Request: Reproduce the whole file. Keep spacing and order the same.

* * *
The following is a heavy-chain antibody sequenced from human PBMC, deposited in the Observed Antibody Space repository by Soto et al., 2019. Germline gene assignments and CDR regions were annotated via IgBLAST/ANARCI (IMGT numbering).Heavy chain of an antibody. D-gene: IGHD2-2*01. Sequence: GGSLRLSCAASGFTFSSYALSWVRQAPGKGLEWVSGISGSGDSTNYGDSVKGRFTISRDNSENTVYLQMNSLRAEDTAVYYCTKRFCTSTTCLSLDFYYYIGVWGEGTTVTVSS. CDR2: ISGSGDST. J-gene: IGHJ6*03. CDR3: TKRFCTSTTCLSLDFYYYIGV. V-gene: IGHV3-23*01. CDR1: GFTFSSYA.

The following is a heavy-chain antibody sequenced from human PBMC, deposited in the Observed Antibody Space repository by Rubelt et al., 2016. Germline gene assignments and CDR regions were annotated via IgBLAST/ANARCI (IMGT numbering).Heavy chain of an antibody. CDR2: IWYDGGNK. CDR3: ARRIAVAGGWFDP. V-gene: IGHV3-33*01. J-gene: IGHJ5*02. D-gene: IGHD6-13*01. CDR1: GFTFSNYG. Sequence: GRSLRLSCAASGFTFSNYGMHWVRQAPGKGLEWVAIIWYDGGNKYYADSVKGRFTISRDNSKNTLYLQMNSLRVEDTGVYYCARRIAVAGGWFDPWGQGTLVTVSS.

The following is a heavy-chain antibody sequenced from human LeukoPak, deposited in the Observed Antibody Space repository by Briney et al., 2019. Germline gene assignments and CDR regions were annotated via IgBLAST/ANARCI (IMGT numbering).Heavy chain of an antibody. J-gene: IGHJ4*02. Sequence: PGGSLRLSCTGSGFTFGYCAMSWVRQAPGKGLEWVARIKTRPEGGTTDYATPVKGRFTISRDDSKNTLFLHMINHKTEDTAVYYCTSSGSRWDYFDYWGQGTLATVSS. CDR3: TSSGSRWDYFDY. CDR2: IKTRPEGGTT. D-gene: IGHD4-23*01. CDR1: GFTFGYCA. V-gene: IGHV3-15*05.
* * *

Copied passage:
The following is a heavy-chain antibody sequenced from human PBMC, deposited in the Observed Antibody Space repository by Soto et al., 2019. Germline gene assignments and CDR regions were annotated via IgBLAST/ANARCI (IMGT numbering).Heavy chain of an antibody. D-gene: IGHD2-2*01. Sequence: GGSLRLSCAASGFTFSSYALSWVRQAPGKGLEWVSGISGSGDSTNYGDSVKGRFTISRDNSENTVYLQMNSLRAEDTAVYYCTKRFCTSTTCLSLDFYYYIGVWGEGTTVTVSS. CDR2: ISGSGDST. J-gene: IGHJ6*03. CDR3: TKRFCTSTTCLSLDFYYYIGV. V-gene: IGHV3-23*01. CDR1: GFTFSSYA.

The following is a heavy-chain antibody sequenced from human PBMC, deposited in the Observed Antibody Space repository by Rubelt et al., 2016. Germline gene assignments and CDR regions were annotated via IgBLAST/ANARCI (IMGT numbering).Heavy chain of an antibody. CDR2: IWYDGGNK. CDR3: ARRIAVAGGWFDP. V-gene: IGHV3-33*01. J-gene: IGHJ5*02. D-gene: IGHD6-13*01. CDR1: GFTFSNYG. Sequence: GRSLRLSCAASGFTFSNYGMHWVRQAPGKGLEWVAIIWYDGGNKYYADSVKGRFTISRDNSKNTLYLQMNSLRVEDTGVYYCARRIAVAGGWFDPWGQGTLVTVSS.

The following is a heavy-chain antibody sequenced from human LeukoPak, deposited in the Observed Antibody Space repository by Briney et al., 2019. Germline gene assignments and CDR regions were annotated via IgBLAST/ANARCI (IMGT numbering).Heavy chain of an antibody. J-gene: IGHJ4*02. Sequence: PGGSLRLSCTGSGFTFGYCAMSWVRQAPGKGLEWVARIKTRPEGGTTDYATPVKGRFTISRDDSKNTLFLHMINHKTEDTAVYYCTSSGSRWDYFDYWGQGTLATVSS. CDR3: TSSGSRWDYFDY. CDR2: IKTRPEGGTT. D-gene: IGHD4-23*01. CDR1: GFTFGYCA. V-gene: IGHV3-15*05.